because I happen to know a chance he * Which, whether in that form, or under its once had given him in vain. The Captain aliases witch-grass and cooch-grass, points us back to its original Saxon quick.
was walking up and down the veranda of † And, by the way, the Yankee never sayo
a country tavern in Massachusetts while "o' nights, but uses the older adverbial form, the coach changed horses. A thunder. analogous to the Gerinan nachts.
| storm was going on, and, with that pleas
ant European air of indirect self-compli. : to him, “Behold, Sir George, the Greeks ment in condescending to be surprised by and Trojaus contending for the body of American merit, which we tind so concili. Patroclus !” the Admiral answered, peeating, he said to a countryman lounging vishly, “ Damn the Greeks and damn the against the door, “Pretty heavy thunder Trojans! I have other things to think of." you have here." The other, who had di. After the battle was won, Rodney thus vined at a glance his feeling of generous to Sir Charles, “Now, my dear friend, I concession to a new country, drawled am at the service of your Greeks and gravely, “Waal, we du, considerin' the Trojans, and the whole of Homer's Iliad, number of inhabitants." This, the more or as much of it as you please!” I had I analyze it, the more humorous does it some such feeling of the impertinence of seem. The same man was capable of wit sur pseudo-classicality when I chose our also, when he would. He was a cabinet- homely dialect to work in. Should we be maker, and was once employed to make nothing, because somebody had contrived some commandment-tables for the parish to be something (and that perhaps in a meeting-house. The parson, a very old provincial dialect) ages ago and to be man, annoyed him by looking into his nothing by our very attempt to be that workshop every morning, and cautioning something, which they had already been, him to be very sure to pick out “clear and which therefore nobody could be again mahogany without any knots in it." At without being a bore? Is there no way last, wearied out, he retorted one day : left, then, I thought, of being natural, of “Wal, Dr. B., I guess ef I was to leave being naif, which means nothing more the nots out o' some o' the c'man'ments, than native, of belonging to the age and 't 'ould soot you full ez wal !”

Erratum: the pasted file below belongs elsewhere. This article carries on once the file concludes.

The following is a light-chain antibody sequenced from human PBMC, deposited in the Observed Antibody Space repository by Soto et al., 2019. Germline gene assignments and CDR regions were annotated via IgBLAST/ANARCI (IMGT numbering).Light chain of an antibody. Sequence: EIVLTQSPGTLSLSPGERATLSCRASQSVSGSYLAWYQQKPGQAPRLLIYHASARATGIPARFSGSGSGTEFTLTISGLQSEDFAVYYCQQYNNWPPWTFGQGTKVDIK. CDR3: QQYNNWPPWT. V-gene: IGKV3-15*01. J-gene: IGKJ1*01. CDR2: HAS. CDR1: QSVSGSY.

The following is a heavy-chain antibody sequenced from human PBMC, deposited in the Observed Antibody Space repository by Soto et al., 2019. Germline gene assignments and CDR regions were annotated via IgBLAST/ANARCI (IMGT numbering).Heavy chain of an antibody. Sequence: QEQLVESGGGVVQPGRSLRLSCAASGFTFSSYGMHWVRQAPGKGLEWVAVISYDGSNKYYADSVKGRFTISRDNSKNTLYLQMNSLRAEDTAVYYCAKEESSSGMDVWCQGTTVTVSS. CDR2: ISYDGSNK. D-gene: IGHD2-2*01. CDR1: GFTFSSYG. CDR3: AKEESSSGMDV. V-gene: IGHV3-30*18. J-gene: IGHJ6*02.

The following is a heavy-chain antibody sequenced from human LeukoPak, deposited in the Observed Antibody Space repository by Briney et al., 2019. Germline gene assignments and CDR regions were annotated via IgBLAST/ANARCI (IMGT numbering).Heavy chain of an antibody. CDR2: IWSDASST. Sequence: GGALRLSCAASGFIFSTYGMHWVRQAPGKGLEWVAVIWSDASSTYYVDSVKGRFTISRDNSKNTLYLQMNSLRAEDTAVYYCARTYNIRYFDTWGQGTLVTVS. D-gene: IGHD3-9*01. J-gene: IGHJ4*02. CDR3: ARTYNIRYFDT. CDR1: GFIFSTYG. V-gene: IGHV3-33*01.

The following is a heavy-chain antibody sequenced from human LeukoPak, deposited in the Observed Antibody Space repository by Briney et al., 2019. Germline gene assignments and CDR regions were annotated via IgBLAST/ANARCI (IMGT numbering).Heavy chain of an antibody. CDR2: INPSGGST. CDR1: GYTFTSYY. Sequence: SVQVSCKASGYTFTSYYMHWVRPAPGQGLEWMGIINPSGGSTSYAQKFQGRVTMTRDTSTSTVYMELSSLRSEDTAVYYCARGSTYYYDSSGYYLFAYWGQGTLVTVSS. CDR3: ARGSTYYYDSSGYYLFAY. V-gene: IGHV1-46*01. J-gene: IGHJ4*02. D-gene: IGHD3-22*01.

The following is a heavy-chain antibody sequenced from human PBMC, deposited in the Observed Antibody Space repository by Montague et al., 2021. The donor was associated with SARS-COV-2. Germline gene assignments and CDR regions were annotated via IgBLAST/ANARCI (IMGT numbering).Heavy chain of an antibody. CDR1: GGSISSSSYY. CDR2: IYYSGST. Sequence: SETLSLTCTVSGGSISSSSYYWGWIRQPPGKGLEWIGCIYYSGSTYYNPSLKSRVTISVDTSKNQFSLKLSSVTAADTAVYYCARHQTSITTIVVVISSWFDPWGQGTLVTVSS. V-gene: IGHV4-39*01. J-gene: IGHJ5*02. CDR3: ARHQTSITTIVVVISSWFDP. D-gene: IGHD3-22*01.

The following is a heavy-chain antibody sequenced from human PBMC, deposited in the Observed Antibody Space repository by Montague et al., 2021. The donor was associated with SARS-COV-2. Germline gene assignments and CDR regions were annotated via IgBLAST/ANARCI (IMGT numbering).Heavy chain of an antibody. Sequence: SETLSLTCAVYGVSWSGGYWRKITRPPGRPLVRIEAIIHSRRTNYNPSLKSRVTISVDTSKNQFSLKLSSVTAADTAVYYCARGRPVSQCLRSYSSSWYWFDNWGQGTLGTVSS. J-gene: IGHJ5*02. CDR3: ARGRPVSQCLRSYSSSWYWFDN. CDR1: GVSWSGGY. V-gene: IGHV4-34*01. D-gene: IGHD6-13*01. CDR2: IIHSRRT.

country in which you are born ? The If I had taken the pains to write down Yankee, at least, is a new phenomenon : the proverbial or pithy phrases I have let us try to be that. It is perhaps a pis heard, or if I had sooner thought of noting aller, but is not No Thoroughfare written the Yankeeisms I met with in my reading, up everywhere else? In the literary I might have been able to do more justice world, things seemed to me very much as to my theme. But I have done all I they were in the latter half of the last wished in respect to pronunciation, if I century. Pope, skimming the cream of have proved that where we are vulgar, we good sense and expression wherever he have the countenance of very good com- could find it, had made, not exactly pany. For, as to the jus et norma loquen- poetry, but an honest, salable butter of di, I agree with Horace and those who worldly wisdom which pleasantly lubri. have paraphrased or commented him, from cated some of the drier morsels of life's Boileau to Gray. I think that a good rule daily brearl, and, seeing this, scores of for style is Galiani's definition of sublime harmlessly insane people went on for the oratory, -"l'art de tout dire sans être next fifty years coaxing his buttermilk mis à la Bastille dans un pays où il est with the regular up and down of the pen. défendu de rien dire." I profess myself tameter churn. And in our day do we a fanatical purist, but with a hearty con not scent everywhere, and even carry tempt for the speech-gilders who affect away in our clothes against our will, that purism without any thorough, or even faint perfume of inusk which Mr. Tenny. pedagogic, knowledge of the engendure, son has left behind him, or worse, of growth, and affinities of the noble lan Heine's patchouli ! And might it not he guage about whose mésalliances they pro. possible to escape them by turning into fess (like Dean Alford) to be so solicitous. one of our narrow New England lanes, If they had their way —! “Doch es sey," shut in though it were by bleak stone says Lessing, “dass jene gothische Hof- walls on either hand, and where no better lichkeit eine unentbehrliche Tugend des flowers were to be gathered than goldenheutigen Umganges ist. Soll sie darum rod and hardhack ? unsere Schriften eben so schaal und falsch Beside the advantage of getting out of machen als unsern Umgang?" And Dray- the beaten track, our dialect offered others ton was not far wrong in affirming that hardly juferior. As I was abont to make